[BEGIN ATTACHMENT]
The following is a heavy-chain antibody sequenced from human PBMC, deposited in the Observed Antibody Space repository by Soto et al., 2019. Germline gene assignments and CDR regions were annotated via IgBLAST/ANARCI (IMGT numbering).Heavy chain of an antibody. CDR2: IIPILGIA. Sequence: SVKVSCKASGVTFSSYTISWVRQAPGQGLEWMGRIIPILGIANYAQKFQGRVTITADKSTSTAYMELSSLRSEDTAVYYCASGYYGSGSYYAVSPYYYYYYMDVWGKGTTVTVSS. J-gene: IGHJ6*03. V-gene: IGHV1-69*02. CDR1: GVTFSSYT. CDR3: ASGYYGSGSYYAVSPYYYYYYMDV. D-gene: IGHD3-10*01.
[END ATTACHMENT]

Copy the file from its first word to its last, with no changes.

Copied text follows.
The following is a heavy-chain antibody sequenced from human PBMC, deposited in the Observed Antibody Space repository by Soto et al., 2019. Germline gene assignments and CDR regions were annotated via IgBLAST/ANARCI (IMGT numbering).Heavy chain of an antibody. CDR2: IIPILGIA. Sequence: SVKVSCKASGVTFSSYTISWVRQAPGQGLEWMGRIIPILGIANYAQKFQGRVTITADKSTSTAYMELSSLRSEDTAVYYCASGYYGSGSYYAVSPYYYYYYMDVWGKGTTVTVSS. J-gene: IGHJ6*03. V-gene: IGHV1-69*02. CDR1: GVTFSSYT. CDR3: ASGYYGSGSYYAVSPYYYYYYMDV. D-gene: IGHD3-10*01.